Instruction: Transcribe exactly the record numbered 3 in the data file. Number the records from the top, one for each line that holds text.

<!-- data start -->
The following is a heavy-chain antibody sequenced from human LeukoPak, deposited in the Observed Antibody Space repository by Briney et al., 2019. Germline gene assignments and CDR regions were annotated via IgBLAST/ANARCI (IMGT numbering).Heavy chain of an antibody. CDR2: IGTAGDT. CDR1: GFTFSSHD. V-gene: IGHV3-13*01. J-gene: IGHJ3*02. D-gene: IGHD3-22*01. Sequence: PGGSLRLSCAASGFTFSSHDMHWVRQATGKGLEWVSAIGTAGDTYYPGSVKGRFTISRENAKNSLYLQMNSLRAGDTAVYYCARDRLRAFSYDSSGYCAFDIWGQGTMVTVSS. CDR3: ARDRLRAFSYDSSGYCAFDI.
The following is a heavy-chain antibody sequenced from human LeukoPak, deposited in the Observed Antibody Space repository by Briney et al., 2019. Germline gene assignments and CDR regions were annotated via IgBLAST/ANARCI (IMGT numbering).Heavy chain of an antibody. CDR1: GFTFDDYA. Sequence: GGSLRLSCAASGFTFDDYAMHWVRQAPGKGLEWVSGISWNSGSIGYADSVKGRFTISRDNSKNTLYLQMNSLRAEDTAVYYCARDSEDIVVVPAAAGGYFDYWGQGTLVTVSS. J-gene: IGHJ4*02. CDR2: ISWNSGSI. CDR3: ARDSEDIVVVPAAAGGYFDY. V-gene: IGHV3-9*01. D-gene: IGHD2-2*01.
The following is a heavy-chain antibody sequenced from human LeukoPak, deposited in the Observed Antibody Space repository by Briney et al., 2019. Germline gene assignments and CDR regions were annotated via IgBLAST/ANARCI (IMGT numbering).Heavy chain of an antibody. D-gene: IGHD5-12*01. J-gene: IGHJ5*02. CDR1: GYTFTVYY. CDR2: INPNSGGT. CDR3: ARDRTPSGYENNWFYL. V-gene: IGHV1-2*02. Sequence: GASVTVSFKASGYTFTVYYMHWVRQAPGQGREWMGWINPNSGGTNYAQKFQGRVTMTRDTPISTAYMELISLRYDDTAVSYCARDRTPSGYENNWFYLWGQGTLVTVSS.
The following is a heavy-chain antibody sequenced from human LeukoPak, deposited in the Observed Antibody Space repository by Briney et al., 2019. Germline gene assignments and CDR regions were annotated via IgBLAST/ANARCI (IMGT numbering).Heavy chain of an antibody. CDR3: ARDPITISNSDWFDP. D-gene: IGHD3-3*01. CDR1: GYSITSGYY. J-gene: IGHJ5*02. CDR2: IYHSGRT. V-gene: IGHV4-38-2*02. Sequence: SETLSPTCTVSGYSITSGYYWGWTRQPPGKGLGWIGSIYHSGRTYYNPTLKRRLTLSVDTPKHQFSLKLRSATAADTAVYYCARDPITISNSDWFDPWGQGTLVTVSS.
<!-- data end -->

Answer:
The following is a heavy-chain antibody sequenced from human LeukoPak, deposited in the Observed Antibody Space repository by Briney et al., 2019. Germline gene assignments and CDR regions were annotated via IgBLAST/ANARCI (IMGT numbering).Heavy chain of an antibody. D-gene: IGHD5-12*01. J-gene: IGHJ5*02. CDR1: GYTFTVYY. CDR2: INPNSGGT. CDR3: ARDRTPSGYENNWFYL. V-gene: IGHV1-2*02. Sequence: GASVTVSFKASGYTFTVYYMHWVRQAPGQGREWMGWINPNSGGTNYAQKFQGRVTMTRDTPISTAYMELISLRYDDTAVSYCARDRTPSGYENNWFYLWGQGTLVTVSS.